Trans Fats, Omega Fatty Acids and Waxes

Trans Fats

In the food industry, oils are artificially hydrogenated to make them semi-solid and of a consistency desirable for many processed food products. Simply speaking, hydrogen gas is bubbled through oils to solidify them. During this hydrogenation process, double bonds of the cis– conformation in the hydrocarbon chain may be converted to double bonds in the trans– conformation.


Image Attribution: Ken Boyd / Pixabay (public domain)

Margarine, some types of peanut butter, and shortening are examples of artificially hydrogenated trans fats. Recent studies have shown that an increase in trans fats in the human diet may lead to an increase in levels of low-density lipoproteins (LDL), or “bad” cholesterol. This in turn may lead to plaque deposition in the arteries, resulting in heart disease. Many fast food restaurants have recently banned the use of trans fats. In fact, food labels are required to display the trans fat content.

Omega Fatty Acids

Essential fatty acids are fatty acids required but not synthesized by the human body. Consequently, they have to be supplemented through ingestion via the diet. Omega-3 fatty acids (see image below) fall into this category and are one of only two known for humans (the other being omega-6 fatty acid). These are polyunsaturated fatty acids and are called omega-3 because the third carbon from the end of the hydrocarbon chain is connected to its neighboring carbon by a double bond.


Alpha-linolenic acid is an example of an omega-3 fatty acid. It has three cis double bonds and, as a result, a curved shape. For clarity, the carbons are not shown. Each singly bonded carbon has two hydrogens associated with it, also not shown. Image Attribution: OpenStax Biology

The farthest carbon away from the carboxyl group is numbered as the omega (ω) carbon, and if the double bond is between the third and fourth carbon from that end, it is known as an omega-3 fatty acid. Nutritionally important because the body does not make them, omega-3 fatty acids include alpha-linoleic acid (ALA), eicosapentaenoic acid (EPA), and docosahexaenoic acid (DHA), all of which are polyunsaturated. Salmon, trout, and tuna are good sources of omega-3 fatty acids.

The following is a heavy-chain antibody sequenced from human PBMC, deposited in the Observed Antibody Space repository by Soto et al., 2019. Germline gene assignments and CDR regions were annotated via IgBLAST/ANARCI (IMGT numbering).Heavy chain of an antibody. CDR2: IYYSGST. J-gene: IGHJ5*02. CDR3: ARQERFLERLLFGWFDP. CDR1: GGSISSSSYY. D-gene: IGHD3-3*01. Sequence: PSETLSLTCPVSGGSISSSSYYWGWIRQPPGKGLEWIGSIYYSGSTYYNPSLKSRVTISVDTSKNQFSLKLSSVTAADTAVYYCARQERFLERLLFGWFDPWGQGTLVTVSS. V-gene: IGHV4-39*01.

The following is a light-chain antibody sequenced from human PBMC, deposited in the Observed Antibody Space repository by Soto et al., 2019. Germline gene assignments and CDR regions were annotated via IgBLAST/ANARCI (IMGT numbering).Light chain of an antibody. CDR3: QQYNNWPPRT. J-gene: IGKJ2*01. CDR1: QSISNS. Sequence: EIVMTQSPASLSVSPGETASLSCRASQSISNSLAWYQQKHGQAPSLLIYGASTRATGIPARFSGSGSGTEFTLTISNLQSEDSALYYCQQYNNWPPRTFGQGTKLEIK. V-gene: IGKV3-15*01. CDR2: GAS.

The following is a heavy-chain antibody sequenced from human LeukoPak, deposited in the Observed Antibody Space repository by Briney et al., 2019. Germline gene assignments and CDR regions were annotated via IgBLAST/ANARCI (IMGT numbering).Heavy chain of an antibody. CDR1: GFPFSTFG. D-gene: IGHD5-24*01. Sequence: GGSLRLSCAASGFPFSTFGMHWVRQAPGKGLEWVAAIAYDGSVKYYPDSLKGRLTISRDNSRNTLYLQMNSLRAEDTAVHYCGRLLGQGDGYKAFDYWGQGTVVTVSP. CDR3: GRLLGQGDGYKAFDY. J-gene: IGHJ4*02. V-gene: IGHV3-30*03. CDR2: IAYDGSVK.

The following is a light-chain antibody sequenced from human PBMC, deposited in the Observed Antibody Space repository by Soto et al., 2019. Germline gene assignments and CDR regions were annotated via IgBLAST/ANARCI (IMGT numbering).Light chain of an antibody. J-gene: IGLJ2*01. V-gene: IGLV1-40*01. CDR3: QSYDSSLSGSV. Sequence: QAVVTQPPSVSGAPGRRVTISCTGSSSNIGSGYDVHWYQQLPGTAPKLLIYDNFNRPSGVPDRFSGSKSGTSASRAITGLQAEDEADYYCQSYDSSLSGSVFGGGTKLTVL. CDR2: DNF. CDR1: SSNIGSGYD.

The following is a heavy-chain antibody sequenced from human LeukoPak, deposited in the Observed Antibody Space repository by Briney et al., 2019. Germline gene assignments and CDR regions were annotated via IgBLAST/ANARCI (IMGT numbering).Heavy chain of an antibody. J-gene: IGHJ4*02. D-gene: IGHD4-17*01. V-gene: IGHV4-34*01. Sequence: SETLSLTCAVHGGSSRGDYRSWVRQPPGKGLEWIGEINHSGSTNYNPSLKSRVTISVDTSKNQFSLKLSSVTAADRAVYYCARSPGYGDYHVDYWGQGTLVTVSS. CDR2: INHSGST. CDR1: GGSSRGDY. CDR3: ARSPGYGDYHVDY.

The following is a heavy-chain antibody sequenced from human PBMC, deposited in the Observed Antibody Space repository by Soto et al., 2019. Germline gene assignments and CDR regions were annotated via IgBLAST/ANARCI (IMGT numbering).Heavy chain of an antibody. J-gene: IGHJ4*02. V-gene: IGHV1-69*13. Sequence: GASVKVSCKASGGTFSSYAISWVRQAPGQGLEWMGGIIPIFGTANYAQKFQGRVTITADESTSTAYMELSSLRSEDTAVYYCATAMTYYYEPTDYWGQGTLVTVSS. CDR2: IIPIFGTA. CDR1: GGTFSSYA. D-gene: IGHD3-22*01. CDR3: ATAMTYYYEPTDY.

Research indicates that omega-3 fatty acids reduce the risk of sudden death from heart attacks, reduce triglycerides in the blood, lower blood pressure, and prevent thrombosis by inhibiting blood clotting. They also reduce inflammation, and may help reduce the risk of some cancers in animals.

Benefits of Fats

Like carbohydrates, fats have received a lot of bad publicity. It is true that eating an excess of fried foods and other “fatty” foods leads to weight gain. However, fats do have important functions. Many vitamins are fat soluble, and fats serve as a long-term storage form of fatty acids: a source of energy. They also provide insulation for the body. Therefore, “healthy” fats in moderate amounts should be consumed on a regular basis.



Waxy coverings on some leaves are made of lipids. Image Attribution: Roger Griffith

Wax covers the feathers of some aquatic birds and the leaf surfaces of some plants. Because of the hydrophobic nature of waxes, they prevent water from sticking on the surface (see image above). Basically, waxes consist of long fatty acid chains esterified to long-chain alcohols.

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